A recent study showed that Americans are more afraid of earthquakes than any other natural disaster. This might force one to think about whether they are right in doing so, especially since the number of tornadoes is rising. So, are tornadoes or earthquakes more dangerous?

While it’s true that tornadoes have caused more deaths and injuries than earthquakes, the kind of damage these two natural disasters can cause is not comparable since it is of different kinds and based on many factors.

Keep reading below for more information.

Are Tornadoes or Earthquakes More Dangerous?

Before we compare them, let’s look at how these two natural catastrophes operate.


A cumulonimbus (or, in rare instances, a cumulus) cloud base and the earth’s surface must be in touch for a column of air to be considered a tornado. Although tornadoes come in various sizes, they often have the shape of a visible condensation cone, with the larger end reaching the clouds and the earth’s surface at the narrow end. 

It is commonly mentioned that a cloud of debris also surrounds the lowest part of the funnel.

For more information about tornadoes, watch this video below:

Tornadoes 101 | National Geographic


An earthquake is a type of natural catastrophe brought on by the abrupt release of energy from the Earth’s crust. Seismic waves are produced as a result of this energy. A seismometer creates a seismograph, which is used to detect earthquakes.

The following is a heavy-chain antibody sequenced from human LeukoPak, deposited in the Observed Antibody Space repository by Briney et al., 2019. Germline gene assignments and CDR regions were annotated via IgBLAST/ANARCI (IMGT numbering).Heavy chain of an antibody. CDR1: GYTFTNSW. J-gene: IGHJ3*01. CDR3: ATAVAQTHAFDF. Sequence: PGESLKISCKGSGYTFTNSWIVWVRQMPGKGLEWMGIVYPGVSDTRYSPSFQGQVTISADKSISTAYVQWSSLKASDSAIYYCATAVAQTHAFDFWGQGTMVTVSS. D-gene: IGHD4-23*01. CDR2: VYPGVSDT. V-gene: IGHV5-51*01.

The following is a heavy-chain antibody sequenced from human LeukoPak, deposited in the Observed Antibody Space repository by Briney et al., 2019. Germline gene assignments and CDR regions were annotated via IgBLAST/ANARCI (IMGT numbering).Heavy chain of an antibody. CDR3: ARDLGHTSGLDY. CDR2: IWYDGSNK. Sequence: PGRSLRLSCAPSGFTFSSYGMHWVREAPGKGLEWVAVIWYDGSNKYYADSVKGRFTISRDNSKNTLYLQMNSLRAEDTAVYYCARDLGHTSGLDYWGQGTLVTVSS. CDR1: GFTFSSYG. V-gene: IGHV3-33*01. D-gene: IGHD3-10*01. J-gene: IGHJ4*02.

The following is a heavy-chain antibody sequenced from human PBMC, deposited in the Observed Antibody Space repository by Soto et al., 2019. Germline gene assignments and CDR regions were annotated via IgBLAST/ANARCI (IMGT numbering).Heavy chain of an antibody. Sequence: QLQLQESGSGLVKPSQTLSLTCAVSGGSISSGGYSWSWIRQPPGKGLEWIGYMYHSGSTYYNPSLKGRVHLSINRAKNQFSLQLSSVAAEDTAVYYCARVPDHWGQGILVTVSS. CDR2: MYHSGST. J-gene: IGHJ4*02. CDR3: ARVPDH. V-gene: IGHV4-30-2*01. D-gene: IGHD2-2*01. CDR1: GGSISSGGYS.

The general public may often sense an earthquake’s impact when they feel the ground shake or move.

Impact of Earthquakes

An earthquake in the water might sometimes trigger tsunamis, which can inflict death and property damage. On December 26, 2004, an Indian Ocean tsunami caused by one of the most recent earthquakes also killed several people. Generally, it may be argued that when tectonic plates become trapped and exert pressure on the ground, an earthquake is an outcome. Further, this strain increases to the point where rocks give way along fault planes by breaking and sliding.

There is enough evidence from scientific investigations to conclude that earthquakes can happen either naturally or as a result of human activity. It is also claimed that occasionally, smaller earthquakes may also be caused by volcanic activity. 

Earthquakes may also be caused by human activity like mine explosions and nuclear testing. The focus, or hypocenter, of an earthquake, is where it truly starts, and the location on the ground directly above the hypocenter is known as the epicenter.

Impact of Tornadoes

The greatest risks that tornadoes pose to the environment come from their impact on human activity. A garbage storage or treatment facility might sustain damage from a tornado, contaminating the region around it. 

Alternatively, a chemical facility might be breached, releasing dangerous substances into the groundwater. We couldn’t discover any evidence of a tornado causing a toxic leak on a scale that would threaten local ecology permanently. However, similar instances have probably definitely happened on a smaller scale.

There is evidence that tornadoes have disseminated radioactive material in the past. Radioactive materials from nuclear test sites have been lifted a half-mile into the air by dust devils, ground-level whirlwinds, allowing them to travel into neighboring areas.